Despite an extensive water and sanitation system ranking among the world’s best, a new report has shocking tales of some of the poorest Americans living without affordable, convenient access. In Sacramento, for example, one individual uses his bike to haul the homeless community’s fecal waste in plastic bags to a public restroom — located several miles away — where he flushes and discards the contents.
The good news: the United States has “near universal access” to drinking water and sanitation.
The bad news: the poorest and most marginalized U.S. residents — including the homeless, minorities, and indigenous peoples — suffer disproportionately from a lack of clean water and toilet access, according to a report from a United Nations-appointed legal expert.
Over the last two years, Catarina de Albuquerque, a Portuguese lawyer who in 2008 took up her U.N. post as the “Special Rapporteur” on the right to safe drinking water and sanitation, visited Japan, Slovenia, and the U.S. to investigate the WASH facts on the ground. Her reports examine water quality and sanitation, affordability, and access by marginalized groups.
The tours bracketed two U.N. decisions declaring a human right to water and sanitation. In July 2010, the U.N. General Assembly voted to approve such a right, a vote from which the U.S. abstained. Two months later, the U.S. did join the consensus opinion in favor of a similar resolution put before the Human Rights Council. As a result, nations are now expected to take progressive steps to expand water and sanitation services to their entire population.
During the U.S. tour, which took place from February 22 to March 4 of this year, de Albuquerque held seven public meetings in the communities she visited. She traveled to Washington, D.C.; Edmonston, Maryland.; Boston and Falmouth, Massachusetts; Sacramento and Redding in California’s Sacramento Valley and several communities in the state’s San Joaquin Valley.
She was particularly worried about water quality in Tulare County, California, one of the state’s top agricultural producers, where nitrate levels in the groundwater supplied by small systems regularly exceed federal standards.
She found that households in the county’s small town of Seville typically spent 20 percent of their income on water and sanitation, buying bottled water to compensate for the poor-quality tap water. The average household in the U.S. spends 0.5 percent of income on water and sanitation. The U.S. Environmental Protection Agency uses a threshold of 2 percent when calculating affordability criteria. But, unlike household energy costs, there is no mandatory federal standard for water affordability — a gap de Albuquerque recommends closing.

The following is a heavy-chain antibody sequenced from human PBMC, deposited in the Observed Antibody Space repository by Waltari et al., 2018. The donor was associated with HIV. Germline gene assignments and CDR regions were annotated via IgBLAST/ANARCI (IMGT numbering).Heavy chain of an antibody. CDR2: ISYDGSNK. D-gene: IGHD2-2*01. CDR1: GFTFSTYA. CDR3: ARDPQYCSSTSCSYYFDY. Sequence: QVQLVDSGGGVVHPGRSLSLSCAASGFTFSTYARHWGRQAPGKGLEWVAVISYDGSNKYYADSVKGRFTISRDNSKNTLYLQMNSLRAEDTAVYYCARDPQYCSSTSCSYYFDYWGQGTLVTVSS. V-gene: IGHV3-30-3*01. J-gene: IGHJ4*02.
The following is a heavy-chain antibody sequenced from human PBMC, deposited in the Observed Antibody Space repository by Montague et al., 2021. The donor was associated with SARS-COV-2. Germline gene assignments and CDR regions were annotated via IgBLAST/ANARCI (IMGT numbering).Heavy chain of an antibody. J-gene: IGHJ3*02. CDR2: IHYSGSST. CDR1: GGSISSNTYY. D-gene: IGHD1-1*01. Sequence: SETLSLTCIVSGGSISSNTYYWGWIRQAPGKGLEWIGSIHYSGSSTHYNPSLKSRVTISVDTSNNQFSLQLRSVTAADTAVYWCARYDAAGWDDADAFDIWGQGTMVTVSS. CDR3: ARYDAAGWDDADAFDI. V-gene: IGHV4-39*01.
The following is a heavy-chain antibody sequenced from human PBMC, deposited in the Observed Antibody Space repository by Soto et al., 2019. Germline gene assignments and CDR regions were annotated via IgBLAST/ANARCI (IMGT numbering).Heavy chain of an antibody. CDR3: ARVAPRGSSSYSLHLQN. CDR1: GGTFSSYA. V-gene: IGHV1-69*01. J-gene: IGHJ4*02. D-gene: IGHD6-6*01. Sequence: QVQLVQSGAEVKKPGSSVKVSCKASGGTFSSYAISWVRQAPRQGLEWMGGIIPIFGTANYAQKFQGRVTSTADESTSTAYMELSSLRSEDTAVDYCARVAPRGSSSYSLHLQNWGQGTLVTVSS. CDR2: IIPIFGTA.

The U.N. expert also recommended a review of the Safe Drinking Water Act exemptions that were granted to oil and gas companies under the Energy Policy Act of 2005. She also recommended the formulation of a national water and sanitation policy, saying that decentralized systems serving single households or neighborhoods could be used to make clean water and sanitation more widespread and affordable.
In Sacramento, de Alburquerque was appalled by sanitation circumstances among the homeless. There she spoke with Tim, the homeless community’s self-appointed “sanitation technician.” Every week, Tim uses his bicycle to haul the camp’s 60 to 100 kilograms (130 to 230 pounds) of fecal waste in plastic bags to a public restroom — located several miles away — where he flushes and discards the contents.
“The remarkable contribution,” she writes, “of this single human-rights defender to assume such a burden in defense of human dignity and the human right to sanitation in no way reduces the responsibility of public authorities to correct this and similar situations elsewhere in the country.”
The report notes that, although the U.S. has nearly eliminated formal discrimination in the law, some of the poorest residents are still excluded from those rights, in practice. Moreover, de Albuquerque says, such divisions may become wider in the coming years as climate change increases the competition for water resources and as an aging water-supply system forces the cost of water and sanitation services to increase.
In response to the report, the U.S. representative to the Human Rights Council, in a statement at the council’s dialogue on the right to drinking water and sanitation, said that he was concerned that the report focused on anecdotes that “do not fairly depict the state of drinking water and sanitation in the United States.”
“The report,” he continued, “does not take into full account the federal system of the United States, where a number of the issues raised may be most feasibly handled at the state or local level, rather than through federal action. As the report notes, water in the United States is governed by a complex amalgam of federal and state statutes which make it hard to make generalizations; however, given the broad range of issues and situations in our country, it is impossible to have a one-size-fits-all solution.”
Brett writes about agriculture, energy, infrastructure, and the politics and economics of water in the United States. He also writes the Federal Water Tap, Circle of Blue’s weekly digest of U.S. government water news. He is the winner of two Society of Environmental Journalists reporting awards, one of the top honors in American environmental journalism: first place for explanatory reporting for a series on septic system pollution in the United States(2016) and third place for beat reporting in a small market (2014). He received the Sierra Club’s Distinguished Service Award in 2018. Brett lives in Seattle, where he hikes the mountains and bakes pies. Contact Brett Walton